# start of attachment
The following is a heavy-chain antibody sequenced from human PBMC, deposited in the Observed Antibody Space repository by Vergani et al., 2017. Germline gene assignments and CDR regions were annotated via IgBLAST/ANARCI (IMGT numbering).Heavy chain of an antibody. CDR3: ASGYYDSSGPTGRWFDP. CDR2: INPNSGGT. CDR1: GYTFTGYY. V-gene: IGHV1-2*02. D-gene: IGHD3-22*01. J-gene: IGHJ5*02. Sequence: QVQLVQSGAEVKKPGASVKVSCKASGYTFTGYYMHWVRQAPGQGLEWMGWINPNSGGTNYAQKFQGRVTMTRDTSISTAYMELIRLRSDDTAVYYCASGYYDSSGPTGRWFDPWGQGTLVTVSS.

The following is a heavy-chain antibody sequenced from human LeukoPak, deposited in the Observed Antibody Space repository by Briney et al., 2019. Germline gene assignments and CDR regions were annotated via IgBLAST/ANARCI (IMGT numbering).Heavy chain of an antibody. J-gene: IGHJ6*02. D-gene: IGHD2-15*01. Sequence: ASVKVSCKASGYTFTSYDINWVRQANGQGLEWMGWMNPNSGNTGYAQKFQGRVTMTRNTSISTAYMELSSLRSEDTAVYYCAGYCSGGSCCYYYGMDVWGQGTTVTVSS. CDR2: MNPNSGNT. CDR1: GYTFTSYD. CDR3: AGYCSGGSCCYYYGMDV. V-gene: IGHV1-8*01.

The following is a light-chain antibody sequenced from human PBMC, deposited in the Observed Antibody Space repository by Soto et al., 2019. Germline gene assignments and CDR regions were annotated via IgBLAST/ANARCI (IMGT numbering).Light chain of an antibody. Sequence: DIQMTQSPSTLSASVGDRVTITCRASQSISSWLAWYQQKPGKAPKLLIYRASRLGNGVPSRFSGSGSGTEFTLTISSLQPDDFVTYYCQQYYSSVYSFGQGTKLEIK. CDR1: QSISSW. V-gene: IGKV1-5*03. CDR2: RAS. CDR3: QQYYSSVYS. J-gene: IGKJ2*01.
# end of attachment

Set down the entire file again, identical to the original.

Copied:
The following is a heavy-chain antibody sequenced from human PBMC, deposited in the Observed Antibody Space repository by Vergani et al., 2017. Germline gene assignments and CDR regions were annotated via IgBLAST/ANARCI (IMGT numbering).Heavy chain of an antibody. CDR3: ASGYYDSSGPTGRWFDP. CDR2: INPNSGGT. CDR1: GYTFTGYY. V-gene: IGHV1-2*02. D-gene: IGHD3-22*01. J-gene: IGHJ5*02. Sequence: QVQLVQSGAEVKKPGASVKVSCKASGYTFTGYYMHWVRQAPGQGLEWMGWINPNSGGTNYAQKFQGRVTMTRDTSISTAYMELIRLRSDDTAVYYCASGYYDSSGPTGRWFDPWGQGTLVTVSS.

The following is a heavy-chain antibody sequenced from human LeukoPak, deposited in the Observed Antibody Space repository by Briney et al., 2019. Germline gene assignments and CDR regions were annotated via IgBLAST/ANARCI (IMGT numbering).Heavy chain of an antibody. J-gene: IGHJ6*02. D-gene: IGHD2-15*01. Sequence: ASVKVSCKASGYTFTSYDINWVRQANGQGLEWMGWMNPNSGNTGYAQKFQGRVTMTRNTSISTAYMELSSLRSEDTAVYYCAGYCSGGSCCYYYGMDVWGQGTTVTVSS. CDR2: MNPNSGNT. CDR1: GYTFTSYD. CDR3: AGYCSGGSCCYYYGMDV. V-gene: IGHV1-8*01.

The following is a light-chain antibody sequenced from human PBMC, deposited in the Observed Antibody Space repository by Soto et al., 2019. Germline gene assignments and CDR regions were annotated via IgBLAST/ANARCI (IMGT numbering).Light chain of an antibody. Sequence: DIQMTQSPSTLSASVGDRVTITCRASQSISSWLAWYQQKPGKAPKLLIYRASRLGNGVPSRFSGSGSGTEFTLTISSLQPDDFVTYYCQQYYSSVYSFGQGTKLEIK. CDR1: QSISSW. V-gene: IGKV1-5*03. CDR2: RAS. CDR3: QQYYSSVYS. J-gene: IGKJ2*01.